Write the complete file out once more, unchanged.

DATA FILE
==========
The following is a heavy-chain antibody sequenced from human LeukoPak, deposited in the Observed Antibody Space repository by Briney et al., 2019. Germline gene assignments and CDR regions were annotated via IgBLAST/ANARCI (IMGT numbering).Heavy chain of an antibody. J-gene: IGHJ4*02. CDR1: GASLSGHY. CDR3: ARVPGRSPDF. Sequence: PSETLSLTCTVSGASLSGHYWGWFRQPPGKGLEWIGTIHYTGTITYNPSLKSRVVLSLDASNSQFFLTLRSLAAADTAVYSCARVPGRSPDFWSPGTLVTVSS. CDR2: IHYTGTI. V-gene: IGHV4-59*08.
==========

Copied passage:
The following is a heavy-chain antibody sequenced from human LeukoPak, deposited in the Observed Antibody Space repository by Briney et al., 2019. Germline gene assignments and CDR regions were annotated via IgBLAST/ANARCI (IMGT numbering).Heavy chain of an antibody. J-gene: IGHJ4*02. CDR1: GASLSGHY. CDR3: ARVPGRSPDF. Sequence: PSETLSLTCTVSGASLSGHYWGWFRQPPGKGLEWIGTIHYTGTITYNPSLKSRVVLSLDASNSQFFLTLRSLAAADTAVYSCARVPGRSPDFWSPGTLVTVSS. CDR2: IHYTGTI. V-gene: IGHV4-59*08.